The BoJ joined in recent action from the United States and Europe with bond purchases designed to kick-start its economy as central banks aim to halt the slowdown in global growth and take the sting out of the euro zone debt crisis.
As long as they keep pumping money into the market, then it's all positive and to the good. But we have the situation that whatever they do is only ever a sticking plaster, it's never a fix, so while equities in my view continue to look cheap despite the fact they have risen ... we need to be reading the small print, said David Battersby, an investment manager at Redmayne-Bentley Stockbrokers.
Gains by banks provided the biggest lift for the blue chips, with global heavyweight HSBC the best sector performer, ahead 1.7 percent and alone adding over 7 points to the index in volume of 120 percent of its 90-day daily average. FTSE 100 volume was at 85 percent of the daily average.
HSBC and other banks benefited from price target hikes by BofA Merrill Lynch in a review of European Banks which concluded that moves by central bank policymakers have reduced the likelihood of negative risk events for the sector.
To reflect this fall in equity risk premium, Merrill has rolled forward its methodology to a 2013 valuation, leading it to raise targets in the sector by nearly 9 percent on average.
But the bank said while it believes policymaker actions have significantly reduced risks, it does not believe they do much to change the dull, short-term macro economic outlook.
Bank of England policymakers judged Britain's short-run inflation outlook had darkened earlier this month, but some still thought they would probably need to inject more stimulus into the economy, minutes of their September meeting showed on Wednesday.
The FTSE 100 closed up 20.32 points, or 0.4 percent at 5,888.48 on Wednesday, holding near six-month highs reached last Friday following U.S. Federal Reserve stimulus moves.
Strength in energy and mining <.FTNMX1770 stocks also gave support to the blue chips, with the sectors bolstered by hopes that the central bank stimulus moves will help boost demand for oil and metals, especially if China joins in.
From a domino perspective everyone will look towards China. They haven't moved on any interest rate cuts for a number of months now, and we know they are already feeling the pressure in terms of slowing growth. They have already given indications that they are looking to act and they have the resources to do so, said Joshua Raymond, Chief Market Strategist at City Index.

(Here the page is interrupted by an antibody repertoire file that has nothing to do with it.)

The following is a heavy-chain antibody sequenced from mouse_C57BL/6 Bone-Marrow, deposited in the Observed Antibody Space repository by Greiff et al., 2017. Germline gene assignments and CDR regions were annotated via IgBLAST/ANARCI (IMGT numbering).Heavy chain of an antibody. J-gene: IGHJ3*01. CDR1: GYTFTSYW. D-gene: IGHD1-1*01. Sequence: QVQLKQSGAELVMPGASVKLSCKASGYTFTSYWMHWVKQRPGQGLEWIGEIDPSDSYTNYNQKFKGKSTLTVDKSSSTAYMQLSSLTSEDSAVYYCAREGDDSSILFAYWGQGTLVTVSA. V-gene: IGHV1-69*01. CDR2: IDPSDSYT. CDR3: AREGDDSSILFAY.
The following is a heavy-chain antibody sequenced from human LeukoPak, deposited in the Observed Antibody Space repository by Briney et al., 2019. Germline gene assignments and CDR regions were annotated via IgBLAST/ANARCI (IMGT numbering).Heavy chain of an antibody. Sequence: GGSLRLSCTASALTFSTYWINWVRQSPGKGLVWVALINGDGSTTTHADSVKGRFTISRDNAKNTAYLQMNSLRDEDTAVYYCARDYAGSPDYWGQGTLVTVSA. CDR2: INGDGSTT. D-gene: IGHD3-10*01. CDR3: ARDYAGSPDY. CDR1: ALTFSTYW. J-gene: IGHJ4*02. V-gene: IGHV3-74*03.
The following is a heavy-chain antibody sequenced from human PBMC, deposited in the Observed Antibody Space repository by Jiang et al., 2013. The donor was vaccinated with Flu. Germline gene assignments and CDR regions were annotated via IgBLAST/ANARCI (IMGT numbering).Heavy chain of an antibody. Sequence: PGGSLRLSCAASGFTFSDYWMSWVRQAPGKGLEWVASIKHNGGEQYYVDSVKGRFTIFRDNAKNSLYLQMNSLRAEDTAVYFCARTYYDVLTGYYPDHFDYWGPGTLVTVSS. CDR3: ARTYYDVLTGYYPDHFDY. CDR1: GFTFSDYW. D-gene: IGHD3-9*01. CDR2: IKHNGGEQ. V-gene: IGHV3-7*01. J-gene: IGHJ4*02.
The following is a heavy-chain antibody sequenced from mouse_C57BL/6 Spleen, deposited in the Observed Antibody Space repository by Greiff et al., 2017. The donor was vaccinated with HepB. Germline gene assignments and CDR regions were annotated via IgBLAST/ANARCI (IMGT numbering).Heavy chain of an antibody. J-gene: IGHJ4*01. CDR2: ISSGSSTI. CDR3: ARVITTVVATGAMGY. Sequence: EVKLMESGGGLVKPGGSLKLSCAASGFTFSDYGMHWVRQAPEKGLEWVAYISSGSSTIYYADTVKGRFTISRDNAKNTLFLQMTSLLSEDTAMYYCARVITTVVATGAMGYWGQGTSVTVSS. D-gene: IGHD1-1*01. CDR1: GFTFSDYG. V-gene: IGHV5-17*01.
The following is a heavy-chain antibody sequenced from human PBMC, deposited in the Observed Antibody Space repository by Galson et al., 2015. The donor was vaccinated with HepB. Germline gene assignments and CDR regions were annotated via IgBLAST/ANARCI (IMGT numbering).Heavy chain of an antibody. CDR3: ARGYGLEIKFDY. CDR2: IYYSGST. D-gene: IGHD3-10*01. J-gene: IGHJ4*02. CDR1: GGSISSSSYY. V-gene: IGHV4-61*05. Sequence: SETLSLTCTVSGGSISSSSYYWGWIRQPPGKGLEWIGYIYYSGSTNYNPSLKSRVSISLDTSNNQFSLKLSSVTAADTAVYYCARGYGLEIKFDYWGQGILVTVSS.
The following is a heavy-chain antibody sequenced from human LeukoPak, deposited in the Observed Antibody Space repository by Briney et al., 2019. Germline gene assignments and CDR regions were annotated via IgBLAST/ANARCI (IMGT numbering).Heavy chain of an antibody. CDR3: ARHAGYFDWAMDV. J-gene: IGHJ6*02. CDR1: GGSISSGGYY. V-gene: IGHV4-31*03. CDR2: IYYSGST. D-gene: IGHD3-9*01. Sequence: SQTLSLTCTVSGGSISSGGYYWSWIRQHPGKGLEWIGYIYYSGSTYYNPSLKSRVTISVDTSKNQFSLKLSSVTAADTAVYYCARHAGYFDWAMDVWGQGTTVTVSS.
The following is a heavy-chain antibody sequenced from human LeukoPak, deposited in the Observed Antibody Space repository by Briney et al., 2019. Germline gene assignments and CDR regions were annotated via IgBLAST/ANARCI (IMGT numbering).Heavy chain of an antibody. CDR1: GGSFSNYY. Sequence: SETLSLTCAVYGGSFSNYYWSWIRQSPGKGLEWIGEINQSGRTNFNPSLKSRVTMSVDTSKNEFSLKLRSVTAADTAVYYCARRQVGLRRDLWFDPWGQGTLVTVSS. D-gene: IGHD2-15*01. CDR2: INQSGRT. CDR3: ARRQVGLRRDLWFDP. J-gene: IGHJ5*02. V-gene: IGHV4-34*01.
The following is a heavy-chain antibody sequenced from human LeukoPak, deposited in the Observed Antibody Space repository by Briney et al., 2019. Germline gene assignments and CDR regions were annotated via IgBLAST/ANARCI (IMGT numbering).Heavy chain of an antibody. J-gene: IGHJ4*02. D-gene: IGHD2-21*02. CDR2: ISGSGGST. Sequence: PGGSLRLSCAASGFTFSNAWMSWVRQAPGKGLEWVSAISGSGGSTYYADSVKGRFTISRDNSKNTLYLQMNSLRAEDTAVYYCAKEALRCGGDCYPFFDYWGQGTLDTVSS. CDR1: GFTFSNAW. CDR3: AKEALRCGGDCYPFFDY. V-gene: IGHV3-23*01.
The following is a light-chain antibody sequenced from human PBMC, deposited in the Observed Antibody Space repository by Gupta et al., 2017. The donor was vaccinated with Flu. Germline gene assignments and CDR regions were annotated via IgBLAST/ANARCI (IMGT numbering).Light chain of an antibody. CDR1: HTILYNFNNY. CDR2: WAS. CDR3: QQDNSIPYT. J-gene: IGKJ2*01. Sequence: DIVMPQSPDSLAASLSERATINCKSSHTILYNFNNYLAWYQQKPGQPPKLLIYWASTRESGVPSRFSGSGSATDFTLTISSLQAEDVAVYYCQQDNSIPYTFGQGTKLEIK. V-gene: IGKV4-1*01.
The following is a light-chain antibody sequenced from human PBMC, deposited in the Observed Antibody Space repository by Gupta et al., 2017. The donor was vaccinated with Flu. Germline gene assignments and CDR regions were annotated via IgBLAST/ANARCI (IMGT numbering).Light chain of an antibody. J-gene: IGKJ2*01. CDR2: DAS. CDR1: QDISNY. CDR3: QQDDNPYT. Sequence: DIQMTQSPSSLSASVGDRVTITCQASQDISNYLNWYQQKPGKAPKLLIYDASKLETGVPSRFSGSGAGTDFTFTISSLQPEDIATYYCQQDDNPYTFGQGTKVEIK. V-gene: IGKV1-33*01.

I guess it is just now trying to pull the pieces together with the Fed doing it, the ECB, BoE and the Bank of Japan now, so most people are looking towards China, and that could really give further support to the FTSE considering the heavyweight bearing the miners have for the index, Raymond added.
United Utilities (UU) was a top individual FTSE 100 gainer, up 2.8 percent with traders citing rehashed bid talk ahead of a trading update from the water firm due on Thursday.
Several papers said a Middle East sovereign wealth fund might be willing to pay up to 950 pence-per-share for UU.
I would be involved in defensive stocks. So I am quite happy with UK utility stocks, although some of them are looking toppy at the moment, said Redmayne's Battersby, I am also a big fan of tobacco stocks.
Tobacco stocks were, however, lower, with Imperial Tobacco losing 1.1 percent ahead of a trading update due on Thursday.
Aviva was the worst blue chip performer, off 3.3 percent, having dropped on Tuesday in reaction to two broker downgrades on valuation grounds, as the stock traded with investors no longer qualifying for the latest dividend payout.
Security firm G4s and oil services group Petrofac also traded ex-dividend on Wednesday.